Posts in "risk-factors/"

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10 common lung cancer questions with Dr. Jack Wei

Written by Community Health Network on 8/4/2014 6:30:00 AM

Dr. Jack WeiWe sat down with radiation oncologist and certified MD Anderson Cancer Network® physician, Dr. Jack Wei, to discuss questions surrounding the relationship between smoking and lung cancer. 

  1. Is there a link between lung cancer and smoking?
  2. Yes, smoking is the primary cause of lung cancer. There can be other factors, but this is the number one cause.
     
  3. Are smokers at the highest risk for lung cancer?
  4. Yes, current smokers are the highest risk. Former smokers who’ve quit within the past 15 years, are between 55-80 years of age and have a 30 pack-year history of smoking are at a very high risk, too.
     
  5. Are people who have quit smoking still at risk for lung cancer?
  6. Yes, quitters are still at risk. Their risk is lowered when they stop smoking for an extended period of time, but it’s still recommended they get a lung screening to determine the health of their lungs. continue reading ...


Cancer answers: What is prostate cancer?

Written by Community Health Network on 6/7/2014 6:00:00 AM

Prostate cancer is the second most common cancer in menProstate cancer is a disease in which malignant (cancer) cells form in the tissues of the prostate. The prostate is a gland in the male reproductive system located just below the bladder and in front of the rectum.

It is about the size of a walnut and surrounds the urethra (the tube that empties urine from the bladder). The prostate gland produces fluid that makes up part of the semen.

Who gets prostate cancer?
About one in six men will be diagnosed with prostate cancer in their lifetime. It is very rare in men younger than 40, but the chance of having prostate cancer rises rapidly after age 50. About 6 in 10 cases of prostate cancer are found in men over the age of 65.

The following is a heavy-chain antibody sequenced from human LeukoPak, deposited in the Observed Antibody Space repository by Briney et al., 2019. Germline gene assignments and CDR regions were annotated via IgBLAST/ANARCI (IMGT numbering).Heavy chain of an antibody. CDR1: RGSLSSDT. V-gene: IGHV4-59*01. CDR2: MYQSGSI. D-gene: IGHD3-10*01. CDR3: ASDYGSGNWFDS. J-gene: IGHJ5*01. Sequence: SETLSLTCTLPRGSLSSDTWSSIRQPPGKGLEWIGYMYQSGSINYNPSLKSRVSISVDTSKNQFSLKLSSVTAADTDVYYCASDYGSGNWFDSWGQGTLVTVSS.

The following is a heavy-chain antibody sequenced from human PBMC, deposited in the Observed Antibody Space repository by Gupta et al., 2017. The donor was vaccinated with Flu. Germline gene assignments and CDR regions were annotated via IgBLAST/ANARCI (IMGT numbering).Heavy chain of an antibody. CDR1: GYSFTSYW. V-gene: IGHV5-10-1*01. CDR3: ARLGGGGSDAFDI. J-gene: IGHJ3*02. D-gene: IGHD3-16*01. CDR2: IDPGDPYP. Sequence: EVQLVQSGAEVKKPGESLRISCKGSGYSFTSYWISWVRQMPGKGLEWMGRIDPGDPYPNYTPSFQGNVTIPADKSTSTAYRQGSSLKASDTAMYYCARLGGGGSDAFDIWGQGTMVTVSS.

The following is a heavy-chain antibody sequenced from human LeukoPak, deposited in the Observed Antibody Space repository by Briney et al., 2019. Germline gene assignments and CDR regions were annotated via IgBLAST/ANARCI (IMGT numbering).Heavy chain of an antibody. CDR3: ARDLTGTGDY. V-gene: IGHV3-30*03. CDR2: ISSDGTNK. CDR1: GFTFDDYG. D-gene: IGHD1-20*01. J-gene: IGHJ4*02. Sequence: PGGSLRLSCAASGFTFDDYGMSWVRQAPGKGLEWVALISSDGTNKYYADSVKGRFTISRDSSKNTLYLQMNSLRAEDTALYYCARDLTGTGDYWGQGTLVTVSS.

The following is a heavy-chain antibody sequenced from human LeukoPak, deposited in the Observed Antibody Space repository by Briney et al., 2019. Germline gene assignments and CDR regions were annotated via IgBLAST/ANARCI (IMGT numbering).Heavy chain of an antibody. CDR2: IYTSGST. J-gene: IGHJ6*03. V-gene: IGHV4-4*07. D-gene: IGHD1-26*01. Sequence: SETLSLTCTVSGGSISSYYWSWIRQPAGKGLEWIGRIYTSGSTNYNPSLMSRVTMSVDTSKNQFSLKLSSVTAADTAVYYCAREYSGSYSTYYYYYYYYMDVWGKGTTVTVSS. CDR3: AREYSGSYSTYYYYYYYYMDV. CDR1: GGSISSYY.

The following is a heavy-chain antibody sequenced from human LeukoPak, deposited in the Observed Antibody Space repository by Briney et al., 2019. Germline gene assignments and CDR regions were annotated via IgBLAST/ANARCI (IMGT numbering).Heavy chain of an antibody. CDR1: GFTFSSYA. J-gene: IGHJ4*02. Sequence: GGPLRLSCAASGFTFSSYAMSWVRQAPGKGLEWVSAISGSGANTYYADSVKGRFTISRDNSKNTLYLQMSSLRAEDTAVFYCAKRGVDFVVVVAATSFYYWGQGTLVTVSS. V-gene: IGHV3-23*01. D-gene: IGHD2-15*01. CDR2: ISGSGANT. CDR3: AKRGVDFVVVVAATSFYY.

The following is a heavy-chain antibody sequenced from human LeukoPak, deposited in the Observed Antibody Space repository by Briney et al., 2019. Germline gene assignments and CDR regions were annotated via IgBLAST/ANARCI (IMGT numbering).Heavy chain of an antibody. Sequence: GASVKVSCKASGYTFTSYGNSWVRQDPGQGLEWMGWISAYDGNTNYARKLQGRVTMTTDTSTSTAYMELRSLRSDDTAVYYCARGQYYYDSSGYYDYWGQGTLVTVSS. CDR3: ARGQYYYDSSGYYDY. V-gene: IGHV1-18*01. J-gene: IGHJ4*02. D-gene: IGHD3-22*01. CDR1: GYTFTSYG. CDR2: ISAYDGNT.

It is most common in African American men, though the reason for this is unknown. continue reading ...


Lung cancer bigger killer than breast cancer

Written by Community Health Network on 5/14/2014 11:00:00 AM

On Tuesday, The American Lung Association, in partnership with CVS Caremark unveiled LUNG FORCE, a new initiative to make lung cancer in women a public health priority, drive policy change and increase research funding.

U.S. women still see breast cancer as a bigger killer than lung cancer, despite it being the number one cancer killer of men and women. More than 108,000 women in the will be diagnosed with lung cancer this year in the U.S. and, on average, less than half will be alive next year. Not to mention, lung cancer is the number one cancer killer in the State of Indiana. continue reading ...


Seven easy ways to prevent colon cancer

Written by Community Health Network on 3/13/2014 7:00:00 AM

Cancer and nutrition experts say that more than 50 percent of colorectal cancers are preventable by combining a diet that includes fiber with daily physical activity and weight management. Try these easy diet and nutrition tips to protect yourself against colon cancer.

Eat fiber to help prevent colon cancerEat more fiber.
Just 10 grams of fiber a day can reduce your risk for colorectal cancer by 10 percent. You'll find fiber in whole grain breads, cereals, oatmeal and beans.

Eating fruits and veggies can help prevent colorectal cancerPile on the produce.
Add more fruits and vegetables to your diet. Try deep green/cruciferous veggies and red and orange fruits. continue reading ...

Tags: diet , fiber , red meat , risk factors , smoking | Posted in: Colon Cancer

Dr. Joseph Henderson shares colorectal cancer risk factors

Written by Community Health Network on 3/6/2014 7:00:00 AM

Researchers have found several risk factors that may increase a person's chance of developing colorectal polyps or colorectal cancer.

Age
Younger adults can develop colorectal cancer, but the chances increase greatly after age 50. About 9 out of 10 people diagnosed with colorectal cancer are at least 50 years old.

Family history
As many as 1 in 5 people who develop colon cancer have other family members who have had it. People with a history of colorectal cancer in first-degree relatives (parents, siblings, or children) are at increased risk. It is even higher if that relative was diagnosed with cancer when they were younger than 45, or if more than one first-degree relative is affected. continue reading ...


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